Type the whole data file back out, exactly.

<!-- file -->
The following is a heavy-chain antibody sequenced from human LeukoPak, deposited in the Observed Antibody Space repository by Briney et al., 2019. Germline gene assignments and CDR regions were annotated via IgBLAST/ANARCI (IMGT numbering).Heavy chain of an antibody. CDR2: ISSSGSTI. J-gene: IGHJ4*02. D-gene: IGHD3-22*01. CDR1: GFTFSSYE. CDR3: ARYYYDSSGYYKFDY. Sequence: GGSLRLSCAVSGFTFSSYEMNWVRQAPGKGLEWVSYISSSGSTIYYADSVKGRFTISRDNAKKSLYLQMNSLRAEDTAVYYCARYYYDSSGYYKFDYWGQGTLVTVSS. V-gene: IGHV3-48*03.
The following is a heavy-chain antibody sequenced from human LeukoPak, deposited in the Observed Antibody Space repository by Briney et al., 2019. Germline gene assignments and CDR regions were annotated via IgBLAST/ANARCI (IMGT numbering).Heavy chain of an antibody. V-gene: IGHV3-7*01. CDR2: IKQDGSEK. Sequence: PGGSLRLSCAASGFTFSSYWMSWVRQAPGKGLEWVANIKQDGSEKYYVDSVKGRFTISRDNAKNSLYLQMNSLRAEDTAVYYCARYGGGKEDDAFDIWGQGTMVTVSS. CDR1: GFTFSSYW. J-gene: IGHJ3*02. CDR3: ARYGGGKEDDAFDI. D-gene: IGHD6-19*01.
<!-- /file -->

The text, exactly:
The following is a heavy-chain antibody sequenced from human LeukoPak, deposited in the Observed Antibody Space repository by Briney et al., 2019. Germline gene assignments and CDR regions were annotated via IgBLAST/ANARCI (IMGT numbering).Heavy chain of an antibody. CDR2: ISSSGSTI. J-gene: IGHJ4*02. D-gene: IGHD3-22*01. CDR1: GFTFSSYE. CDR3: ARYYYDSSGYYKFDY. Sequence: GGSLRLSCAVSGFTFSSYEMNWVRQAPGKGLEWVSYISSSGSTIYYADSVKGRFTISRDNAKKSLYLQMNSLRAEDTAVYYCARYYYDSSGYYKFDYWGQGTLVTVSS. V-gene: IGHV3-48*03.
The following is a heavy-chain antibody sequenced from human LeukoPak, deposited in the Observed Antibody Space repository by Briney et al., 2019. Germline gene assignments and CDR regions were annotated via IgBLAST/ANARCI (IMGT numbering).Heavy chain of an antibody. V-gene: IGHV3-7*01. CDR2: IKQDGSEK. Sequence: PGGSLRLSCAASGFTFSSYWMSWVRQAPGKGLEWVANIKQDGSEKYYVDSVKGRFTISRDNAKNSLYLQMNSLRAEDTAVYYCARYGGGKEDDAFDIWGQGTMVTVSS. CDR1: GFTFSSYW. J-gene: IGHJ3*02. CDR3: ARYGGGKEDDAFDI. D-gene: IGHD6-19*01.